Updated 2016-05-11 05:04:24 by bob

Summary  edit

[binary format] generates a binary string whose layout is specified by the formatString and whose contents come from the additional arguments. The resulting binary value is returned.

Synopsis  edit

binary format formatString ?arg arg ...?

Documentation  edit

man page

See Also  edit

binary scan
Working with binary data

Description  edit

formatString consists of a sequence of zero or more field specifiers separated by zero or more spaces. Each field specifier is a single type character followed by an optional numeric count. Most field specifiers consume one argument to obtain the value to be formatted. The type character specifies how the value is to be formatted.

count typically indicates how many items of the specified type are taken from the value. If present, the count is a non-negative decimal integer or *, which normally indicates that all of the items in the value are to be used. If the number of arguments does not match the number of fields in the format string that consume arguments, then an error is generated.

The binary format command takes tcl values, converts them into binary values according to the commands in the format string, concatenates them and then returns this binary string as its result.

Here is a small example to clarify the relation between the field specifiers and the arguments:
binary format d3d {1.0 2.0 3.0 4.0} 0.1

The first argument is a list of four numbers, but because of the count of 3 for the associated field specifier, only the first three will be used. The second argument is associated with the second field specifier. The resulting binary string contains the four numbers 1.0, 2.0, 3.0 and 0.1.

Each type-count pair moves an imaginary cursor through the binary data, storing bytes at the current position and advancing the cursor to just after the last byte stored. The cursor is initially at position 0 at the beginning of the data.

RJM 2004-07-27: What about sending numeric expression results as binary representation to files or communication channels? It can be coded this way (example with one and two values to being sent):
puts $fid [binary format S1 [expr {...}]]
puts $fid [binary format S2 "[expr {...}] [expr {...}]"]

Contrary to the simple case of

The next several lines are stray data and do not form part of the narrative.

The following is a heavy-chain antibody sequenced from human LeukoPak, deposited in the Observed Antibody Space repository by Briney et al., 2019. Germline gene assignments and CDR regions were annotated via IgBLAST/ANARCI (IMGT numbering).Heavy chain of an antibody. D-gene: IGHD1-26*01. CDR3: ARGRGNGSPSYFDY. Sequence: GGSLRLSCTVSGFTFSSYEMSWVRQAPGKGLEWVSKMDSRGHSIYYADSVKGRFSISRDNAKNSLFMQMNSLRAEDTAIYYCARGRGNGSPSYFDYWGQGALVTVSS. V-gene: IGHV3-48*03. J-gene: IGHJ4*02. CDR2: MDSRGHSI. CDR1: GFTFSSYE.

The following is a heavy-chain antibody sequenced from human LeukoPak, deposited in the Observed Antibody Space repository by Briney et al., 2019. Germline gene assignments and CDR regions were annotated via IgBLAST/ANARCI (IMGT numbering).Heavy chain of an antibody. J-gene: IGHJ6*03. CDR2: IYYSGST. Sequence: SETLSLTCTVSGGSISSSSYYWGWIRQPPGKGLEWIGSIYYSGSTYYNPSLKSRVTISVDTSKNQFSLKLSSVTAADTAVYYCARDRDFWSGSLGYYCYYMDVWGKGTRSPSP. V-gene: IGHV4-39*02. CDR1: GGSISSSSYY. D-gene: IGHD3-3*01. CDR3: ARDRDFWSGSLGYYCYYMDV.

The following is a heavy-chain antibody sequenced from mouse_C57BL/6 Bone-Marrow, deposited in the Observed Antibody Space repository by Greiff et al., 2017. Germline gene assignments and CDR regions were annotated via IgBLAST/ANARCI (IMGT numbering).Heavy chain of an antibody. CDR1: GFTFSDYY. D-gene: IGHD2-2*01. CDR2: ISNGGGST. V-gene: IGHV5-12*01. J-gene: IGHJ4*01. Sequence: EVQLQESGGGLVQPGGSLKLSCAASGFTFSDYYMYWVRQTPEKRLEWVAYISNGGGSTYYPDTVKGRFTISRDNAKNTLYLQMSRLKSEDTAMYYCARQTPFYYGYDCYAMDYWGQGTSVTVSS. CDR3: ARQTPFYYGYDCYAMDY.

set a [expr {...}]

where no intermediate number<->string conversions takes place, since smart Tcl writes the real or int value result directly in a. However, conversion to binary output seems to involve string conversion (expr result) and then conversion to binary during binary format execution, as time investigations seem to confirm.

[binary scan] does not necessarily have this superfluous string conversion, because the command provides a reference to a target variable and hence can handle the processing from source (binary) to target (binary representation) monolithically.

Expert contributions very welcome!

BR: See Working with binary data for a description how strings and binary data relate. There should be no visible conversions from the POV of Tcl scripts.

Lars H: I'm hardly an expert, but aren't the arguments supposed to be lists? The man page says (about the c format specifier) that
If no count is specified, then arg must consist of an integer value; otherwise arg must consist of a list containing at least count integer elements.

(and S is described as being like s, which is described as being like c). Thus it should be
puts $fid [binary format S [expr {...}]]
puts $fid [binary format S1 [list [expr {...}]]]
puts $fid [binary format S2 [list [expr {...}] [expr {...}]]]

RJM replies: thanks for pointing this out. Normally I don't use list when I'm sure that the elements contain no white spaces (readability...). But a short investigation showed me, that using list instead of ".."-grouping here executes faster! Apparently, a conversion from string to list is saved when a pure list is used. I also found another interesting page in the wiki concerning strings vs. lists. When I find it, I'll add a link here.

Another note: binary format S indeed executes faster than binary format S1. But still outputting an expression result to a file (ascii string) is faster than outputting the binary representation of the expr result via binary format, also when I use the "I" or "i" option (exact 32 bit native binary representation).

Floating Point Numbers  edit

Chad: Why is it that after
binary scan [binary format f 393.84] f n

the value of n is 393.839996338?

AM 2011-01-14: This is a classic problem: the decimal number 393.84 can not be represented exactly in the binary format that most contemporal computers use. The value you see is the closest binary value. Compare this to the difficulty of representing 1/3 in decimal numbers.

LV: Are there any languages which provide an add-on module or mode of operation where real variables are represented in a programmatic form designed not to lose percision? I was thinking that perhaps APL or LISP was one such language.

Perhaps someone has - or could - create a package for Tcl that would permit one to do math in that fashion for people who don't care about the lost computer cycles but do care about the precision.

CliC: Racket, a Scheme dialect, has "rational" types, so that e.g., 1/3 may be used in calculations with no loss of precision. I'm not a heavy user of it, though. I just downloaded it to check out the authors' "modern answer to SICP" programming tutorial.